Commuters in Beijing, China, on Wednesday, March 18 2020. Picture: BLOOMBERG/QILAI SHEN
Commuters in Beijing, China, on Wednesday, March 18 2020. Picture: BLOOMBERG/QILAI SHEN

Shanghai — A frenzied global scramble for dollars fueled by concerns over the deepening coronavirus pandemic has mostly passed over China, even as other central banks roll out extraordinary funding operations.

Huge forex reserves, tight capital controls and the collapse of outbound tourism due to the spread of the virus are among factors that have helped to create a buffer against dollar funding stress in the world’s second-largest economy, analysts and traders say.

Market players express little concern that China will be forced to resort to extreme measures, such as dumping its US treasury holdings, to shore up its supply of dollars.

“We saw some tightening in [dollar] liquidity and also in the onshore renminbi market, but the squeeze may not be quite as volatile as other major currency markets,” said Ken Cheung, chief Asian forex strategist at Mizuho Bank in Hong Kong.

Reeling global stock markets have forced investors to liquidate holdings of commodities, stocks and bonds, and pushed brokerages and companies to ensure they have sufficient dollar reserves. Tightening liquidity could drive up borrowing costs, even as the global economy appears to be tumbling into recession.

Despite aggressive moves by the US Federal Reserve and other central banks to flood markets with cash, investors have had to pay higher premiums to swap currencies such as the yen and euro into dollars.

The premium to swap yen for three-month dollars touched 144 basis points (bps) on Monday, nearly five times its level at the end of February, before retreating sharply as the Bank of Japan conducted a huge injection of dollar funds on Tuesday.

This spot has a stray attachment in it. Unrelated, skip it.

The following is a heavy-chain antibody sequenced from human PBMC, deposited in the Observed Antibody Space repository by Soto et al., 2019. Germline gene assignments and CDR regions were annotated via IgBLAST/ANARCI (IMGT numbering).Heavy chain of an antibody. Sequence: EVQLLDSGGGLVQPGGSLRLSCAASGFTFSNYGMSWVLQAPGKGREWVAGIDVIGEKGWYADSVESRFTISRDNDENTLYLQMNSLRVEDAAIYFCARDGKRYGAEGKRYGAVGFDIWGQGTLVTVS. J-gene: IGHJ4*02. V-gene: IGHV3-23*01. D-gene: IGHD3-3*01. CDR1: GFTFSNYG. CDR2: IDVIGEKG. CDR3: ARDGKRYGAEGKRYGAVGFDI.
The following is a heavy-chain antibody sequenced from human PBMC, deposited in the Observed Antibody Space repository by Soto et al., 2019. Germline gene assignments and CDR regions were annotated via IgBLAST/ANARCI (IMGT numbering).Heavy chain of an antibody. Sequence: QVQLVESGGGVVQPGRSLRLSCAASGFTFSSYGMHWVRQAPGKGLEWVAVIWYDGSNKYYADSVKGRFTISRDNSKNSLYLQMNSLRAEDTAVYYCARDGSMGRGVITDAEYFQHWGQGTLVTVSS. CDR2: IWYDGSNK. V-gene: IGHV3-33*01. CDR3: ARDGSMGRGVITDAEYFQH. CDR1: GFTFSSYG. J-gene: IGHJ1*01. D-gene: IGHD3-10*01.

In contrast, the premium to swap Chinese yuan for six-month dollars peaked at 92bps on Tuesday, less than double the premium at the end of last month.

Money still coming into China

A trader at a Chinese bank in Shanghai said dollar funding conditions on Wednesday were tight, but there was no sense of panic. That is despite Chinese companies facing rising costs to service significant dollar debts this year and next.

“Offshore funding costs for Chinese firms could continue to increase, driven by high yield issuers and the general dollar shortage in the market,” analysts at Natixis said in a note on Wednesday, noting that offshore markets are pricing in more risk for Chinese firms than their counterparts elsewhere in Asia.

Two traders with global banks told Reuters that they don’t expect a surge in dollar demand in China for the time being. Business activity is only slowly returning to normal after an unprecedented plunge in January and February as the spreading coronavirus and tough containment measures threw much of the country into lockdown.

“This could change in the second quarter as Chinese business activity picks up pace and their supply chains get back to full capacity. But hopefully things will be much better by then liquidity-wise,” said a Hong Kong-based banker with a leading European bank.

Despite the economic shock from the coronavirus, global bond investors have also continued to pour money into China, drawn by its still-high interest rates, and as central banks elsewhere have started slashing borrowing costs.

An absence of household demand for foreign exchange in the first quarter has further helped reduce competition for dollars, said Zhang Yu, chief macro-analyst at Huachuang Securities, noting a sharp drop in overseas travel due to the spread of the virus.

“The special factor of overseas travel curbs has provided China a ‘buffer pool’ of 400-billion yuan worth of foreign exchange every quarter,” Zhang said. “Each quarter, China’s services deficit due to overseas tourism was roughly $60bn,” about 80% of China’s services deficit.

The People’s Bank of China has nevertheless sought to soothe market sentiment and ease liquidity concerns. On Friday, it cut the amount of cash that some qualifying banks must hold in reserve, a day after adjusting macro-prudential assessments to help domestic firms tap foreign debt markets.


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